A Little Bit of History
August 16, 2007
It’s funny how people come into your lives. If you live long enough and pay attention to the world around you, you might realize the truth in that old saying that each of us only six degrees from one another. Those connections for most of us are like the haze on a mirror after a shower; but wipe the surface with a clean cloth and you will see everything around you or maybe even the glue that holds it together.
Louie was the first gay man to introduce me to piercing. After a career as a geologist for Getty Oil, he had retired in Palm Springs and owned an up-scale house off Farrell Street, at the end of Santa Ynez Way. His home was chock full with mementos, pictures of his kids, grandkids, art he had gathered on his travels; a library full of books, all kinds of videos, a fantastic classical CD collection — it was a place I felt at home. A mutual friend had said, “I think you’ll like Louie.”
His compact back yard had the obligatory Palm Springs turquoise colored pool, water-tolerant plants and a mass of pebbles around fruit trees that served as a feeding area for birds. Louie was an amateur birder and each day he would throw out seed for the various kinds of finch that lived in the tall, tightly cropped oleander bushes that surrounded his yard.
Besides being a home for birds, the oleander also provided a nice bit of privacy. And it was by the pool in the shade of the patio, on the floor in the library, driving off to Sunday brunch or on his bed that I heard the tales of his passions, saw the pictures of people in it, and got a glimpse of a man whose life intrigued me.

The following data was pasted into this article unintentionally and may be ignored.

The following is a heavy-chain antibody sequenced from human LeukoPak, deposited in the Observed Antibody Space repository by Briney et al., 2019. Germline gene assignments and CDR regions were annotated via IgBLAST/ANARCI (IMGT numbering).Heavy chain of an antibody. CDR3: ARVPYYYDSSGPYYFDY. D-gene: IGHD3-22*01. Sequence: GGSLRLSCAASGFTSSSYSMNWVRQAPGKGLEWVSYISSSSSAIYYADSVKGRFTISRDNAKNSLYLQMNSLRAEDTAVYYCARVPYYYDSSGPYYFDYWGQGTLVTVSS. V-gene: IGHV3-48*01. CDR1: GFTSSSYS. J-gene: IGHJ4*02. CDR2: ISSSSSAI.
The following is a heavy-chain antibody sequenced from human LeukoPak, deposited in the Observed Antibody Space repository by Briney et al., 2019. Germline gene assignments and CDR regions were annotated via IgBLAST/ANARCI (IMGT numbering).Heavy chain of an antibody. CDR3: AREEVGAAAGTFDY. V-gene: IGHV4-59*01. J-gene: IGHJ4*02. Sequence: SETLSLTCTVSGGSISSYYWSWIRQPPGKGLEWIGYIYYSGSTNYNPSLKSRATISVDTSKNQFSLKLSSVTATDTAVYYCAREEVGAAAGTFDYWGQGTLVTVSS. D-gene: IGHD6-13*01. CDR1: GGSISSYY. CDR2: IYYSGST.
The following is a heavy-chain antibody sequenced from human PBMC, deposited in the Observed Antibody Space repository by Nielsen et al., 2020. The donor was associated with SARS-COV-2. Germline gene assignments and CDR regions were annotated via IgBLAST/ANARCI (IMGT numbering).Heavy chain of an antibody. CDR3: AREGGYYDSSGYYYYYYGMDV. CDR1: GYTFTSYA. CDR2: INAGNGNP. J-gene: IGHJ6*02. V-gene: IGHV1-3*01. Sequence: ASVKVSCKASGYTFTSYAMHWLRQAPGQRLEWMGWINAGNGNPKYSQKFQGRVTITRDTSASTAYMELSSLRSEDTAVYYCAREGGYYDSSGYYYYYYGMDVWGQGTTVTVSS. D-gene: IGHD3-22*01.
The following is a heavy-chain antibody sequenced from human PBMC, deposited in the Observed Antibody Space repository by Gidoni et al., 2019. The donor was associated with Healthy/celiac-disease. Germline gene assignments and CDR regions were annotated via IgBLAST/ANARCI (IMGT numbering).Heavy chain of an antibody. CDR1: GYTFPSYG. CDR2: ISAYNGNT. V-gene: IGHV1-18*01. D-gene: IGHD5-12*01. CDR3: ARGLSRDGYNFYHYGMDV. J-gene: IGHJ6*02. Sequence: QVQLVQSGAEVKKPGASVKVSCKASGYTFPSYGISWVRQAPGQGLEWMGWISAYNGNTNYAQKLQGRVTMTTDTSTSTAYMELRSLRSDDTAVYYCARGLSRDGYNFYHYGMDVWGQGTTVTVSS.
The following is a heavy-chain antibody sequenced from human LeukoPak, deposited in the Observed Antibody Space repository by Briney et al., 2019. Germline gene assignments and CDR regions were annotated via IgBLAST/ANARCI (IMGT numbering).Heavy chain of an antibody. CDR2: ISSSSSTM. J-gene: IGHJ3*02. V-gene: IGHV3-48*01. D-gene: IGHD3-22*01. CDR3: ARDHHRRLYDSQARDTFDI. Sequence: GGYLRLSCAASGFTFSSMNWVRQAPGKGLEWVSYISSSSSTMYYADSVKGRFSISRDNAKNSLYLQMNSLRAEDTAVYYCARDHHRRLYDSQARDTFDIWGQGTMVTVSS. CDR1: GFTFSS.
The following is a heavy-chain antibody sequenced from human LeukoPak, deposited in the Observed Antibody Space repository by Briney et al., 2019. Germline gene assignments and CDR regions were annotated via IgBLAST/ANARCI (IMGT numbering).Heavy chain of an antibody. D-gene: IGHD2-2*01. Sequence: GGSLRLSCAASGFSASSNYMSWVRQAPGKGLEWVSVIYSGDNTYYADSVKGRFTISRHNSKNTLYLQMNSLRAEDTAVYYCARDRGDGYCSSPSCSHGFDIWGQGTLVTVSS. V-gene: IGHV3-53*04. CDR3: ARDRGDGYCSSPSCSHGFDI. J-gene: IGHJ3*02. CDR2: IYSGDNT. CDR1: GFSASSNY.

All of this is not to say I viewed him a perfect man; he drank and smoked too much, was temperamental and never watched his diet. He held a grudge beyond reason and could be insulting … we lost touch because of his drinking. Personally, I just did not know what to do with people who drink too much. But for some time I just enjoyed my Palm Springs weeks, lazy days by the pool, laugher and story telling.
And then during one Sunday brunch, with the boys at Cedar Creek on Palm Canyon Drive, his best friend Joe Koons turned to me and sort of whispered, “You do know who his son is don’t you?” “No!?” “He’s the chief of staff for the Governor of Texas.” Looking back I realize there was something more in that whisper, but at the time it passed by me.
I didn’t know his son — all I knew about his family was what Louie recounted to me as I looked at their pictures in the living room. Other than that I was mostly bothered by their visits to Palm Springs or his to Santa Fe, since that meant the house was closed for other over-night friends. And as to his former wife, Louie told me he had come out and so they divorced. But when I saw his family photographs I just saw the usual groupings of people and smiling-faced portraitures.
As a way to introduce me to piercing, he showed me a collection of the “world’s first body piercing magazine” — PFIQ (Piercing Fans International Quarterly). Those early magazines depicted a world many thought of “only as a handful of widely dispersed and closeted hardcore fetishists.” I was fascinated.